Linux distributions?

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Linux distributions?

Postby ArminasAnarchy » Thu Dec 27, 2012 1:42 pm

Hi all!

I've been using Linux for some time now, and have experimented with different distributions. At the moment, I'm running Kubuntu 12.10, but have tried Debian, Mint and Fedora.

I don't consider myself anywhere near "expert" level, but I have got a fair amount of experience with hardware and different OSes. I would love to be able to run Fedora, but what put me off was the RPM package manager. I like to think of Fedora as a little more advanced than Ubuntu, and consequently a little more powerful - which of course is appealing! Having the latest and greatest is also important, and Fedora does display that.

Specifically, moving to Fedora was a pain for the following reasons:

1) Pretty much all my more "in depth" experience is with Debian-based distros. Faced with a new syntax when it came to using the terminal, and new commands to learn to use yum, it was just too much of a bother. Plus, there's no purge command, and since I'm a little OCD, the idea of config files just sitting around gets under my skin.

2) The repository seems much smaller. I understand the whole free software thing, and actually, I really am supportive of it. I do however believe that I have to be pragmatic to get things done - and sometimes that means using proprietary software. You seem to be (largely) out in the cold if you want to use this, there's no handy scripts for installing Java (like the Duinsoft one), and in order to add flash, you're given the choice of three repos, (rpmfusion etc) with no reference to which you should pick and/or why.

So here's what would be ideal for me. I want to continue learning with Linux, and since I've started with Debian-based distros, I might as well continue to build on that foundation. Kubuntu suits my needs for the time being, but I've run out of things to play with in it, and I'd love to feel I had the power and functionality under Fedora, but in something based on Debian. I know there are various tools too, in order to install .deb files on Fedora, but it'd be nice to be able to use stuff like this natively - it seems a little messy just to lump something on top of an existing OS when there's probably a suitable alternative that's a little more stream lined.

What are people's suggestions? Also, since we're on the Ubuntu forums, I guess it makes sense to ask...why are you here, presumably running Ubuntu, and not utilising your suggestion? I'm looking for the pro's AND the con's folks!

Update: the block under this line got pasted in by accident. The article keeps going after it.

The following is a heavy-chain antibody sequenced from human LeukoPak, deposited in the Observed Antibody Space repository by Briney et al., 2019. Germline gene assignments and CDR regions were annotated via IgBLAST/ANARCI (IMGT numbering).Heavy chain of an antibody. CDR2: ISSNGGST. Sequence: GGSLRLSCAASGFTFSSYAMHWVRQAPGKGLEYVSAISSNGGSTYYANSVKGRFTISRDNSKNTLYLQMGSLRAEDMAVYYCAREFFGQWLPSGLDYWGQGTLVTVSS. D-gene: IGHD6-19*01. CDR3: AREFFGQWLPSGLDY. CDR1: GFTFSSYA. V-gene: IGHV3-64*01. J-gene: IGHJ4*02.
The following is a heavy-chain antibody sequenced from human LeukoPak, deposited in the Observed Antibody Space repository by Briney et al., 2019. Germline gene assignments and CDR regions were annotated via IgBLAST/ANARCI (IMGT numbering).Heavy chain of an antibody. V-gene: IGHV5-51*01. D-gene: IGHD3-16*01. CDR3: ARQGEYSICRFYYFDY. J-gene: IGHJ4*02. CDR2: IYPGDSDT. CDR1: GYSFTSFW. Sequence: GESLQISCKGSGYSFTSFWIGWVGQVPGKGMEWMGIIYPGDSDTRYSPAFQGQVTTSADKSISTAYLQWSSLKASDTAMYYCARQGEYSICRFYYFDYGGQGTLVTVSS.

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Re: Linux distributions?

Postby xenopeek » Thu Dec 27, 2012 2:29 pm

ArminasAnarchy wrote:Also, since we're on the Ubuntu forums, I guess it makes sense to ask...why are you here, presumably running Ubuntu, and not utilising your suggestion?

I think you got your websites mixed up; we're on the Linux Mint forums here and most here will be running Linux Mint :wink:

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Re: Linux distributions?

Postby DrHu » Thu Dec 27, 2012 3:31 pm

Also I think that for most distributions, if you stick with the provided package manager(s) available, you will have little problem installing/removing applications

For Fedora, specifically, I do prefer apt (Debian's command line tool), rather than rpm, however with a minimal set of command in hand, any terminal based tool will work for you
--you just need to choose the actions you want applied
  • Install
  • Uninstall
  • Check installation, status of applications
  • Purge, completely remove an application
    --and so on..

Both Yum for Fedora, or even Suse's yast package manager I found to be ok, but then I am not trying anything that clever, simply the above set of install/remove/purge and check applications and status of installed programs

In terms of item 2 repository size (for applications) being smaller ?
    Debian is usually considered to be the largest repository of software available vis-a-vis RPM based distributions
    --however all repositories are constrained by the Linux distributor's decision process as to number or type of applications being included..

In Debian's case (the parent of Ubuntu, Mint..) you get a choice of experimental, testing or stable
--I forget the RPM based distributions categorization..
    The vendor's (Linux distributor's decision ) is the final arbitrator of application provisioning, unless you wish to experiment on your own
    --and that may or may not cause you much painful configuration setups..

For series experimentation, then something such as Linux from scratch or arclinux, as well as optimizing your understanding of the mint + desktop selections available would be the methodology to try..

customizing a Linux system .. ... cds-part-i ... emastersys ... onstructor
--mint has its own developer tool (read developer with a grain of salt, and experiment if inclined.) to customize a Mint system..

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